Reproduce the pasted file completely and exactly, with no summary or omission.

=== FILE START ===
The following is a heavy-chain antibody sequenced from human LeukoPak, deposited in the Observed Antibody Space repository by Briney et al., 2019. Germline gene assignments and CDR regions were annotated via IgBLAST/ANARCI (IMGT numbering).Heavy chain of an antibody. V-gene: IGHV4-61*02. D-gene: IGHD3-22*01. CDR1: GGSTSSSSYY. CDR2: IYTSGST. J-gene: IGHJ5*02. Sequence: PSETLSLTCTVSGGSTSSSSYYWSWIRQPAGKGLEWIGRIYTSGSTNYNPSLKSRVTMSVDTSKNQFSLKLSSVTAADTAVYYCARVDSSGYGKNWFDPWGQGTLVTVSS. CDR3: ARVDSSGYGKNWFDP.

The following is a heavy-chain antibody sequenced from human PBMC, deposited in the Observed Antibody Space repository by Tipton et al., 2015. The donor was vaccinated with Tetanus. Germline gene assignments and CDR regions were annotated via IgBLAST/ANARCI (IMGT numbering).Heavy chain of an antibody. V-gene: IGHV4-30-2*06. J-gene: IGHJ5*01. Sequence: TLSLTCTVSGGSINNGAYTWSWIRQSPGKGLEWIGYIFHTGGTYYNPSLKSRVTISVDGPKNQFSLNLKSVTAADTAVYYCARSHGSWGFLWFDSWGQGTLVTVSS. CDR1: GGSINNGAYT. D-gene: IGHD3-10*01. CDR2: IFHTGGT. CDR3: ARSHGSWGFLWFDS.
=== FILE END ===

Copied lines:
The following is a heavy-chain antibody sequenced from human LeukoPak, deposited in the Observed Antibody Space repository by Briney et al., 2019. Germline gene assignments and CDR regions were annotated via IgBLAST/ANARCI (IMGT numbering).Heavy chain of an antibody. V-gene: IGHV4-61*02. D-gene: IGHD3-22*01. CDR1: GGSTSSSSYY. CDR2: IYTSGST. J-gene: IGHJ5*02. Sequence: PSETLSLTCTVSGGSTSSSSYYWSWIRQPAGKGLEWIGRIYTSGSTNYNPSLKSRVTMSVDTSKNQFSLKLSSVTAADTAVYYCARVDSSGYGKNWFDPWGQGTLVTVSS. CDR3: ARVDSSGYGKNWFDP.

The following is a heavy-chain antibody sequenced from human PBMC, deposited in the Observed Antibody Space repository by Tipton et al., 2015. The donor was vaccinated with Tetanus. Germline gene assignments and CDR regions were annotated via IgBLAST/ANARCI (IMGT numbering).Heavy chain of an antibody. V-gene: IGHV4-30-2*06. J-gene: IGHJ5*01. Sequence: TLSLTCTVSGGSINNGAYTWSWIRQSPGKGLEWIGYIFHTGGTYYNPSLKSRVTISVDGPKNQFSLNLKSVTAADTAVYYCARSHGSWGFLWFDSWGQGTLVTVSS. CDR1: GGSINNGAYT. D-gene: IGHD3-10*01. CDR2: IFHTGGT. CDR3: ARSHGSWGFLWFDS.